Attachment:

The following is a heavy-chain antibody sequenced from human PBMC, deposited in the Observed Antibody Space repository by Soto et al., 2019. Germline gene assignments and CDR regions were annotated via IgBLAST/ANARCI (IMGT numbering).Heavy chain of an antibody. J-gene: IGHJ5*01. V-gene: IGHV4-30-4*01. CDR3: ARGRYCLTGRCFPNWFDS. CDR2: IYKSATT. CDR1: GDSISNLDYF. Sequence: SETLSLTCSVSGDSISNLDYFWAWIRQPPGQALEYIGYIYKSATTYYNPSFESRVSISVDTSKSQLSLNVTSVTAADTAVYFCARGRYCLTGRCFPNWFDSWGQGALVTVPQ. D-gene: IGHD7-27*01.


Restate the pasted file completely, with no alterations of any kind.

The following is a heavy-chain antibody sequenced from human PBMC, deposited in the Observed Antibody Space repository by Soto et al., 2019. Germline gene assignments and CDR regions were annotated via IgBLAST/ANARCI (IMGT numbering).Heavy chain of an antibody. J-gene: IGHJ5*01. V-gene: IGHV4-30-4*01. CDR3: ARGRYCLTGRCFPNWFDS. CDR2: IYKSATT. CDR1: GDSISNLDYF. Sequence: SETLSLTCSVSGDSISNLDYFWAWIRQPPGQALEYIGYIYKSATTYYNPSFESRVSISVDTSKSQLSLNVTSVTAADTAVYFCARGRYCLTGRCFPNWFDSWGQGALVTVPQ. D-gene: IGHD7-27*01.